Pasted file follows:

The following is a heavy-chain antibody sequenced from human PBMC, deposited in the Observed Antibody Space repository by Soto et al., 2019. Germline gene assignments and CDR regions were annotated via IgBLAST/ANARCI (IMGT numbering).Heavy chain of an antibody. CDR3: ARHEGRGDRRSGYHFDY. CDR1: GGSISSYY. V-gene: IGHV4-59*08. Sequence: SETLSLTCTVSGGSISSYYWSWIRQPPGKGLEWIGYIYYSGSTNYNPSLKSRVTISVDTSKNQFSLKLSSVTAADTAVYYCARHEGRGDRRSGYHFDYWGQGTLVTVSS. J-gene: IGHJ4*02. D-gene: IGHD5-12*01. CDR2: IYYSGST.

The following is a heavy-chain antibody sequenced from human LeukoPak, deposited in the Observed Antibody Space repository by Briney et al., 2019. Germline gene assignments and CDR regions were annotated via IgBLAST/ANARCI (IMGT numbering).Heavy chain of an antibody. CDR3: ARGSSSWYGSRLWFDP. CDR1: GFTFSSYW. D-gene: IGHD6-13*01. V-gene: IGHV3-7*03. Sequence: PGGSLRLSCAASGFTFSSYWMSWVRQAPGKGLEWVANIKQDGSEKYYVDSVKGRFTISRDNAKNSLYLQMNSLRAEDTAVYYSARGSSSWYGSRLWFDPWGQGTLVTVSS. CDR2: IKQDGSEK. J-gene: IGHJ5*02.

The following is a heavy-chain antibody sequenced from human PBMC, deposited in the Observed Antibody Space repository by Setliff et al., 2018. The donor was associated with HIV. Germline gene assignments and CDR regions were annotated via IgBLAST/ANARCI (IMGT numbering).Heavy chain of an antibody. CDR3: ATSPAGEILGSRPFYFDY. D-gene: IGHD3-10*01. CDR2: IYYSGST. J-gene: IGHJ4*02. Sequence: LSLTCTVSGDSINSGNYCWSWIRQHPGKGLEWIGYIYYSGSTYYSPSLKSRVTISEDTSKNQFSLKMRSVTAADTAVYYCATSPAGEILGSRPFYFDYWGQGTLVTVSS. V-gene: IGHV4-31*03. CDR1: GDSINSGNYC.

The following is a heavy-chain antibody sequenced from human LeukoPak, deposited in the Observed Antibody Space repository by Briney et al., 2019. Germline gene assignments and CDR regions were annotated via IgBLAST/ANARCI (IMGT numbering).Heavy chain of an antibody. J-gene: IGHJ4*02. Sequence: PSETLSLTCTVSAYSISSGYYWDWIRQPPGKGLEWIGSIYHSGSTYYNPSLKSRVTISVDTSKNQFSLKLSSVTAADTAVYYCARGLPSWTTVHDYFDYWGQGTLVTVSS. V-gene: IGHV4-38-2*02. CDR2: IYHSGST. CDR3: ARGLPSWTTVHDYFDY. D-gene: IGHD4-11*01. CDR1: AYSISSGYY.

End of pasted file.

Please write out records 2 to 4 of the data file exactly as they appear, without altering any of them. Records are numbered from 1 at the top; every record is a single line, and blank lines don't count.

The following is a heavy-chain antibody sequenced from human LeukoPak, deposited in the Observed Antibody Space repository by Briney et al., 2019. Germline gene assignments and CDR regions were annotated via IgBLAST/ANARCI (IMGT numbering).Heavy chain of an antibody. CDR3: ARGSSSWYGSRLWFDP. CDR1: GFTFSSYW. D-gene: IGHD6-13*01. V-gene: IGHV3-7*03. Sequence: PGGSLRLSCAASGFTFSSYWMSWVRQAPGKGLEWVANIKQDGSEKYYVDSVKGRFTISRDNAKNSLYLQMNSLRAEDTAVYYSARGSSSWYGSRLWFDPWGQGTLVTVSS. CDR2: IKQDGSEK. J-gene: IGHJ5*02.

The following is a heavy-chain antibody sequenced from human PBMC, deposited in the Observed Antibody Space repository by Setliff et al., 2018. The donor was associated with HIV. Germline gene assignments and CDR regions were annotated via IgBLAST/ANARCI (IMGT numbering).Heavy chain of an antibody. CDR3: ATSPAGEILGSRPFYFDY. D-gene: IGHD3-10*01. CDR2: IYYSGST. J-gene: IGHJ4*02. Sequence: LSLTCTVSGDSINSGNYCWSWIRQHPGKGLEWIGYIYYSGSTYYSPSLKSRVTISEDTSKNQFSLKMRSVTAADTAVYYCATSPAGEILGSRPFYFDYWGQGTLVTVSS. V-gene: IGHV4-31*03. CDR1: GDSINSGNYC.

The following is a heavy-chain antibody sequenced from human LeukoPak, deposited in the Observed Antibody Space repository by Briney et al., 2019. Germline gene assignments and CDR regions were annotated via IgBLAST/ANARCI (IMGT numbering).Heavy chain of an antibody. J-gene: IGHJ4*02. Sequence: PSETLSLTCTVSAYSISSGYYWDWIRQPPGKGLEWIGSIYHSGSTYYNPSLKSRVTISVDTSKNQFSLKLSSVTAADTAVYYCARGLPSWTTVHDYFDYWGQGTLVTVSS. V-gene: IGHV4-38-2*02. CDR2: IYHSGST. CDR3: ARGLPSWTTVHDYFDY. D-gene: IGHD4-11*01. CDR1: AYSISSGYY.